Overall: 2/5

Call of Cthulhu Dark Corners of The Earth – “Mythos”

“The most merciful thing in the world, I think, is the inability of the human mind to correlate all its contents… some day the piecing together of dissociated knowledge will open up such terrifying vistas of reality, and of our frightful position therein, that we shall either go mad from the revelation or flee from the light into the peace and safety of a new Dark Age.”

H.P. Lovecraft, in “The Call of Cthulhu”

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The depth of the human imagination might seem endless to us, but humanity seems feeble when grasping concepts that go beyond its existence, beyond that which makes itself apparent. No matter what most scientists might tell you, even science has limitations. We are small; a mere spec of dust in the grand scheme of the World, our existence equivalent to that of a microbe when put into perspective with the vast great unknown that surrounds us… so how could we ever aspire to understand it? To control it? To surpass it? Lovecraft was aware of these great truths; his tales of alien civilizations, strange cults and the shaping of humanity’s history are all defined by the insignificance and meaninglessness of Man’s place face the infinite, unknown Universe. His characters, when faced with the grand truths of the Universe, go on to become clinically insane, as true knowledge becomes so horrifying to them that they feel it would be best to shun it. Ignorance would be bliss face the horrors they come to know, and still, they try to grasp them, in a folly’s quest for true knowledge. Lovecraft’s cynicism towards science and human knowledge is pervasive in his tales, thus molding dark, brooding worlds where no light can be shed about its ancient, occult secrets, and where mankind faces indescribable horrors, powerless to defend itself against them. If anything else, “Dark Corners of The Earth” is an accomplishment because it manages to replicate, on a certain level, the strange, menacing world of H.P. Lovecraft. Lovecraftian lore is priceless, and one can only imagine why it hasn’t been translated more often into new media formats. There are a few videogames based on his works, from “Alone in the Dark” (the original, quite obviously) to “Eternal Darkness”, not forgetting “Shadow of the Comet” (which I never had the pleasure to play), all of which are classic games that are still revered as of today. “Dark Corners of the Earth” follows in that tradition; developed by a small, British company, Headfirst Productions, it was meant to be the first of many horror themed action adventure games to use the Cthulhu mythos as influence. Sadly, due to poor results, they were canned, and never got to complete the other games. It’s a tough medium, especially for small developers with little resources, constantly forced to compete with big leaguers. It doesn’t help that gamers and journalists are quick to rant about small technical flaws which are common in low budget productions, and frequently despise any game that isn’t meant to be “fun” through and through. And it’s a shame really, because despite all its glaring technical and design flaws, there’s a great work hiding beneath “Dark Corners of The Earth”.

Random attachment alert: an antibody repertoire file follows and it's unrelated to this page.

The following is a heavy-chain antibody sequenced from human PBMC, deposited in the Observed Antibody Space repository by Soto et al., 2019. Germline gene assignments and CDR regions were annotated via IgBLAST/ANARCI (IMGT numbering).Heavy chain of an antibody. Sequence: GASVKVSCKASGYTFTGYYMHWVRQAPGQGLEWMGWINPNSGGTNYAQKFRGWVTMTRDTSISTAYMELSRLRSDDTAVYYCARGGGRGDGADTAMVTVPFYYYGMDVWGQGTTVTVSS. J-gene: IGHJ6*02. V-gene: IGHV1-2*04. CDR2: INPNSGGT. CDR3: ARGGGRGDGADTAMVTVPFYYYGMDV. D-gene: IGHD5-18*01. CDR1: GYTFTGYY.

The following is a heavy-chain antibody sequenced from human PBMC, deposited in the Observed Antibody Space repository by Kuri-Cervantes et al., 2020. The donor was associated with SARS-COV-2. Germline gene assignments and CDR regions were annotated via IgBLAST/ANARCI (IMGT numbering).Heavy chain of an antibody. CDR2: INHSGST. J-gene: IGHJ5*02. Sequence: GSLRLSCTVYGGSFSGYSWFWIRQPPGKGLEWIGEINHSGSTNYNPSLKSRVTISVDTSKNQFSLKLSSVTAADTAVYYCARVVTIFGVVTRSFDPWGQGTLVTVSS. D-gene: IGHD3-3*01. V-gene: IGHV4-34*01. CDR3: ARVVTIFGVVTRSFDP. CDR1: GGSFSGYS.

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A dark New England port town named Innsmouth: that is where you enter Lovecraft’s nightmarish realms. It’s a rainy, foggy night, the sky is brooding, the sound of the wind and the waves can be heard from afar, the old 19th century industrial revolution buildings loom high in every street, their sepia-toned bricks barely lit by small street lamps: it’s an oppressive, menacing scenario. You play a detective looking out for a missing young man; as you arrive in town, you instantly know that something is fundamentally wrong with it. The citizens that roam the streets are ugly and grotesque, their features distorted, their skin pale and grayish, their eyes emotionless and sickening. To investigate, you take on the role of Jack Walters in first person view, questioning the strange citizens of the town and searching for clues in hopes of finding out the truth about what’s really happening. At that point the game feels like a masterpiece, faithfully depicting the dark ambiance of Lovecraft’s Universe, the air so thick and heavy that you know you are entering a “Dark Corner of the Earth”. The moody adventure pieces are carefully punctuated with precious (yet sparse) action sequences, that help keep up pace and establish a sense of imminent danger. You might have to sneak by a guard, or escape the attack of the menacing villagers, running through winding, old corridors, nervously shutting doors behind you, jumping through balconies, and hiding in the shadows as your pursuers pass by. The use of the first person perspective provides these action sequences a real sense of panic and stress, and also allows the adventure portions of the game (the dialogues and puzzle solving), to feel more personal and lively than in traditional point and click games. However, as the game progresses, the first person perspective goes from a blessing to a curse.